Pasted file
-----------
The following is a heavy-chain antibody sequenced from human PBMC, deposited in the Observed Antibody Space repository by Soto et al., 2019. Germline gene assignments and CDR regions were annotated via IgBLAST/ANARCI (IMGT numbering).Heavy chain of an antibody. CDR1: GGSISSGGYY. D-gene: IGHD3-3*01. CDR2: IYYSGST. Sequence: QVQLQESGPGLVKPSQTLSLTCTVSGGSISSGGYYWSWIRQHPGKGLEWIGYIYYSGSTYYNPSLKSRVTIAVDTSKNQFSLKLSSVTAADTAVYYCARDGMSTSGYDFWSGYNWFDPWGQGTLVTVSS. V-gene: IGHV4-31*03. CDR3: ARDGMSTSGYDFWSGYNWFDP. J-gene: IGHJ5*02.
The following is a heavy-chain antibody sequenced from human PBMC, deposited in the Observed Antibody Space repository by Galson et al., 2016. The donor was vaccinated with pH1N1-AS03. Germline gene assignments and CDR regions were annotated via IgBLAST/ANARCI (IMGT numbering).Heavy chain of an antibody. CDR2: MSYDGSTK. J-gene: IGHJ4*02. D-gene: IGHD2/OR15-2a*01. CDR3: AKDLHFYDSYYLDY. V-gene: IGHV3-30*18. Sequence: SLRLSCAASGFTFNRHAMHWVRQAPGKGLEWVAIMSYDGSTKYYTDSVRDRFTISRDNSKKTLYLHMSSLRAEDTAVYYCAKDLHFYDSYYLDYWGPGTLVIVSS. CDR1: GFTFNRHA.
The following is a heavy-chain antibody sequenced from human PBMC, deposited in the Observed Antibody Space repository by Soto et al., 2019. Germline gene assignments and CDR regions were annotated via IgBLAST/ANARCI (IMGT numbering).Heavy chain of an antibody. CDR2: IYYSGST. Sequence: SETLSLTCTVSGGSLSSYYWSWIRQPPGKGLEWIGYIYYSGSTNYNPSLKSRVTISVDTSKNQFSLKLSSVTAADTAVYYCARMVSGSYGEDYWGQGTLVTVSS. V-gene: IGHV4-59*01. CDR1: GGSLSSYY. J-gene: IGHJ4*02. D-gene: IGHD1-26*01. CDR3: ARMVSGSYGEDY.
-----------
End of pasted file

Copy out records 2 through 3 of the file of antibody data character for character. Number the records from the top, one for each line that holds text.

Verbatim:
The following is a heavy-chain antibody sequenced from human PBMC, deposited in the Observed Antibody Space repository by Galson et al., 2016. The donor was vaccinated with pH1N1-AS03. Germline gene assignments and CDR regions were annotated via IgBLAST/ANARCI (IMGT numbering).Heavy chain of an antibody. CDR2: MSYDGSTK. J-gene: IGHJ4*02. D-gene: IGHD2/OR15-2a*01. CDR3: AKDLHFYDSYYLDY. V-gene: IGHV3-30*18. Sequence: SLRLSCAASGFTFNRHAMHWVRQAPGKGLEWVAIMSYDGSTKYYTDSVRDRFTISRDNSKKTLYLHMSSLRAEDTAVYYCAKDLHFYDSYYLDYWGPGTLVIVSS. CDR1: GFTFNRHA.
The following is a heavy-chain antibody sequenced from human PBMC, deposited in the Observed Antibody Space repository by Soto et al., 2019. Germline gene assignments and CDR regions were annotated via IgBLAST/ANARCI (IMGT numbering).Heavy chain of an antibody. CDR2: IYYSGST. Sequence: SETLSLTCTVSGGSLSSYYWSWIRQPPGKGLEWIGYIYYSGSTNYNPSLKSRVTISVDTSKNQFSLKLSSVTAADTAVYYCARMVSGSYGEDYWGQGTLVTVSS. V-gene: IGHV4-59*01. CDR1: GGSLSSYY. J-gene: IGHJ4*02. D-gene: IGHD1-26*01. CDR3: ARMVSGSYGEDY.